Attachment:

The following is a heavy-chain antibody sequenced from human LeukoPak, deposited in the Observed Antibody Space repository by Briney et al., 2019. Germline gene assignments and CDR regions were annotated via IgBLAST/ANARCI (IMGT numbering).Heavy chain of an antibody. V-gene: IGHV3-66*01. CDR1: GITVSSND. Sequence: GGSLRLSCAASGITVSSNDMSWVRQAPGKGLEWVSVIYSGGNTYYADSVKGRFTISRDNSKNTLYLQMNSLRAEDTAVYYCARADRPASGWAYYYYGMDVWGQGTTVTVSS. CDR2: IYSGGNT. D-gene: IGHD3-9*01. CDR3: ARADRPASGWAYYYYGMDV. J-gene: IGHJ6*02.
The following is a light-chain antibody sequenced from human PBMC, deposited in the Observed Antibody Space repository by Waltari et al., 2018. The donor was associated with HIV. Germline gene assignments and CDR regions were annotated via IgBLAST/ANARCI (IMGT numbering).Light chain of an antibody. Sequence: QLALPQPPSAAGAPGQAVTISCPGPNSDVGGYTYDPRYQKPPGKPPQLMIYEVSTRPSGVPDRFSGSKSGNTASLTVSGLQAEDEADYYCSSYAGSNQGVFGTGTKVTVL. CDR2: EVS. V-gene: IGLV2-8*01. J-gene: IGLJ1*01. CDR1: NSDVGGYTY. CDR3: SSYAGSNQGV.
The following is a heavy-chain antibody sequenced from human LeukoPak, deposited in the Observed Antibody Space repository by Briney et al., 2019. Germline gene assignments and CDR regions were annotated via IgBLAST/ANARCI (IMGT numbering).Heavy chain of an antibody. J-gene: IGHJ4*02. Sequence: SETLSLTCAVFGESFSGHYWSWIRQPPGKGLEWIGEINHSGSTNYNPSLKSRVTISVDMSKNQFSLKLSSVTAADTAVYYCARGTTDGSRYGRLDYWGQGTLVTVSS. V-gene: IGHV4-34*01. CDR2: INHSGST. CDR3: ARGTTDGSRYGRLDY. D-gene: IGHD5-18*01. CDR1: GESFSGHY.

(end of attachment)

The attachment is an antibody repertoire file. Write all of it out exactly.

The following is a heavy-chain antibody sequenced from human LeukoPak, deposited in the Observed Antibody Space repository by Briney et al., 2019. Germline gene assignments and CDR regions were annotated via IgBLAST/ANARCI (IMGT numbering).Heavy chain of an antibody. V-gene: IGHV3-66*01. CDR1: GITVSSND. Sequence: GGSLRLSCAASGITVSSNDMSWVRQAPGKGLEWVSVIYSGGNTYYADSVKGRFTISRDNSKNTLYLQMNSLRAEDTAVYYCARADRPASGWAYYYYGMDVWGQGTTVTVSS. CDR2: IYSGGNT. D-gene: IGHD3-9*01. CDR3: ARADRPASGWAYYYYGMDV. J-gene: IGHJ6*02.
The following is a light-chain antibody sequenced from human PBMC, deposited in the Observed Antibody Space repository by Waltari et al., 2018. The donor was associated with HIV. Germline gene assignments and CDR regions were annotated via IgBLAST/ANARCI (IMGT numbering).Light chain of an antibody. Sequence: QLALPQPPSAAGAPGQAVTISCPGPNSDVGGYTYDPRYQKPPGKPPQLMIYEVSTRPSGVPDRFSGSKSGNTASLTVSGLQAEDEADYYCSSYAGSNQGVFGTGTKVTVL. CDR2: EVS. V-gene: IGLV2-8*01. J-gene: IGLJ1*01. CDR1: NSDVGGYTY. CDR3: SSYAGSNQGV.
The following is a heavy-chain antibody sequenced from human LeukoPak, deposited in the Observed Antibody Space repository by Briney et al., 2019. Germline gene assignments and CDR regions were annotated via IgBLAST/ANARCI (IMGT numbering).Heavy chain of an antibody. J-gene: IGHJ4*02. Sequence: SETLSLTCAVFGESFSGHYWSWIRQPPGKGLEWIGEINHSGSTNYNPSLKSRVTISVDMSKNQFSLKLSSVTAADTAVYYCARGTTDGSRYGRLDYWGQGTLVTVSS. V-gene: IGHV4-34*01. CDR2: INHSGST. CDR3: ARGTTDGSRYGRLDY. D-gene: IGHD5-18*01. CDR1: GESFSGHY.